PROVIDENCE, RI — Nino Niederreiter’s season in the AHL has been a great one. He’s top-three in the league in goals with 19 and 12th in the league in points. That sort of production made it a surprise when the Islanders didn’t invite him to training camp and made it almost no surprise he asked to be traded.
At the AHL All-Star Game in Providence, Niederreiter, 20, talked about his awkward situation with the Islanders. When I asked if not getting an invite to training camp after putting up such big numbers in the AHL was what frustrated him most, he opened up about it.
“It was really frustrating,” Niederreiter said. “I had a really tough season last year. I wasn’t playing much, I played low minutes and obviously it wasn’t the game I wanted to play. I still learned a lot, I was really happy to have that chance to play a full season in the NHL already.
“This summer I was working hard and I was trying to prepare myself for the next chance and it was frustrating I didn’t get the chance but that’s out of my control.”
Last season, Niederreiter played in 55 games with the Isles and scored just one goal and no assists while putting up an incredible -29 plus-minus while averaging just over 10 minutes of ice time per game. Comparing that with what he’s done in the AHL so far would seem to indicate major improvement and a leading reason why the Isles don’t want to deal him.
When it comes to things being out of his control, you can put “what his agent says to Swiss newspapers” in that category as well. After an interview surfaced with his agent telling a Swiss outlet that the trade request was his idea, Niederreiter made it clear he’s controlling what he can do himself.
“I’m trying to focus on what I can control and what I can control is on the ice. The rest I leave for my agent. Whatever he think is best for me he should just do that.”
With injuries and poor play from others being likely through the rest of the NHL season, it’s possible Niederreiter will get his chance to show how much he’s improved. From the way he spoke about the situation, he’s eager to prove what he’s all about on the biggest stage.
You know a playoff series is starting to rev up when teams can’t even peacefully share an ice surface during warm-ups.
The New York Islanders and Tampa Bay Lightning seemed to draw a red line in the sand between each other before Game 3, with the two sides exchanging a couple bumps and mean looks.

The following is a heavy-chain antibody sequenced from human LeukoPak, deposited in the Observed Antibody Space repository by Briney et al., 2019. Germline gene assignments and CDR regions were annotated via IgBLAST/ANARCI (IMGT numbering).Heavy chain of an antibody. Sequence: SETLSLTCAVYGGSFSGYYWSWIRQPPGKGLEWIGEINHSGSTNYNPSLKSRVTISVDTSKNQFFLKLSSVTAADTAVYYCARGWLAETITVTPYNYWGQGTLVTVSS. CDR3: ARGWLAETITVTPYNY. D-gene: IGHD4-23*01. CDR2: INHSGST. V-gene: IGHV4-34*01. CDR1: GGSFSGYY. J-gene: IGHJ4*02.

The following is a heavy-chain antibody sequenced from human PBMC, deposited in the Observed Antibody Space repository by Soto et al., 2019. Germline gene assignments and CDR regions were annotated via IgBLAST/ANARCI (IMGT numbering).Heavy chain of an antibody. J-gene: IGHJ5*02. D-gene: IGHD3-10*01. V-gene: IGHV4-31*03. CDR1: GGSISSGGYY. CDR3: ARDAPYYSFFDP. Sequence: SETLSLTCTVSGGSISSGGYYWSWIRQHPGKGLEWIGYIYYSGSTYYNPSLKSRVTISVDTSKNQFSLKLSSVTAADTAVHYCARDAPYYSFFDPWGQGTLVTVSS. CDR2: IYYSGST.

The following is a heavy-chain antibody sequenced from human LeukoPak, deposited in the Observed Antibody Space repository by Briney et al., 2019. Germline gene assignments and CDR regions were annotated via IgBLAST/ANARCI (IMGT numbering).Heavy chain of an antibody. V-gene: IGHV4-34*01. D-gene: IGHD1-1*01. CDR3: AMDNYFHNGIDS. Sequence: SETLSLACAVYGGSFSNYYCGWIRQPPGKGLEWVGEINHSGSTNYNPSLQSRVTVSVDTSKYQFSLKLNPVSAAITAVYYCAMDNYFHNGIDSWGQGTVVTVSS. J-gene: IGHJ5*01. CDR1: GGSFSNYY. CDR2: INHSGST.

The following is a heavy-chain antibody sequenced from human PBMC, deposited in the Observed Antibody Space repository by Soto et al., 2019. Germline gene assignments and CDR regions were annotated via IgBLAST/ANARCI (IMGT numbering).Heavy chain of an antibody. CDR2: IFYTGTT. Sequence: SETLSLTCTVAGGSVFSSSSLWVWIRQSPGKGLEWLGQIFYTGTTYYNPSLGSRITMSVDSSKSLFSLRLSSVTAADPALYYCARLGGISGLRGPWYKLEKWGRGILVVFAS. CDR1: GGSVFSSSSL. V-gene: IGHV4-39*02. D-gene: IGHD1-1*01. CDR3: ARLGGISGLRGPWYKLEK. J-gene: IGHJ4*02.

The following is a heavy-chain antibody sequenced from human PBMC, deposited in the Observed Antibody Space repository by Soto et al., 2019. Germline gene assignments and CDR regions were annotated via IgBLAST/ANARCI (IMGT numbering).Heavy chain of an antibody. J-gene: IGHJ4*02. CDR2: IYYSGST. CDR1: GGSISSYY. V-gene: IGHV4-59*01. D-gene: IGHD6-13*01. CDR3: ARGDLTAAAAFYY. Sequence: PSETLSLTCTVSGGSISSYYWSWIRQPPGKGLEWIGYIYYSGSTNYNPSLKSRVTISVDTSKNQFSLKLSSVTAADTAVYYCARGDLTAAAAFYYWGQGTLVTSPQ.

It’s … honestly a pretty amusing spectacle.
You can watch it all in the video above. Perhaps this GIF will fuel a meme or two:
Brian Boyle downplayed the exchange(s):
The Pittsburgh Penguins recalled tough guys Tom Sestito and Steve Oleksy from the AHL on Tuesday.
This move makes a sense for a couple of reasons.
Most clearly, things are getting nasty between the Penguins and Washington Capitals, so Pittsburgh is bringing in a couple of brutes. Each player isn’t shy about piling up penalty minutes, whether that be in the NHL or AHL.
The other reason: with injuries and Kris Letang‘s suspension, Oleksy could provide some depth. Justin Schultz is motivated to prove himself, yet Oleksy provides a little insurance.
Is it the ideal scenario in a big playoff game? Nope, but if brute force ends up being a factor, the Penguins added some muscle.
The Tampa Bay Lightning will look to take the series lead for the first time against the New York Islanders, who are trying to regain the advantage on home ice at the Barclays Center after a split in Tampa Bay. You can catch Game 3 between these teams on NBCSN (7 p.m. ET) or online with the NBC Sports’ Live Extra.
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Here are some links to check out for tonight’s game:
Strome saga continues, will be a healthy scratch for Game 3
Halak practices fully, hoping to be back soon
Artem Anisimov on Tuesday underwent successful surgery on his injured right wrist, the Chicago Blackhawks announced.
“We anticipate his return to full hockey activities in approximately six to eight weeks,” said team physician Dr. Michael Terry in a statement.
The news comes eight days after the Blackhawks were ousted in the first round, eliminated in seven games by the St. Louis Blues.
Acquired from the Columbus Blue Jackets in last summer’s blockbuster deal for Brandon Saad, the 27-year-old Anisimov enjoyed the second 20-goal season of his career and fell just two points shy of his previous career best of 44 when he was with the New York Rangers.
He played the bulk of this season on a line with two highly skilled players in Patrick Kane, the league-leader in points with 106, and Artemi Panarin, named as a Calder Trophy finalist on Monday.
In March, Anisimov was named to Russia’s preliminary roster for the upcoming World Cup of Hockey, although the recovery schedule outlined above should allow plenty of time for Anisimov to be physically ready for the tournament when it begins in September.
Related: Three major challenges facing the Chicago Blackhawks, who won’t be champs in 2016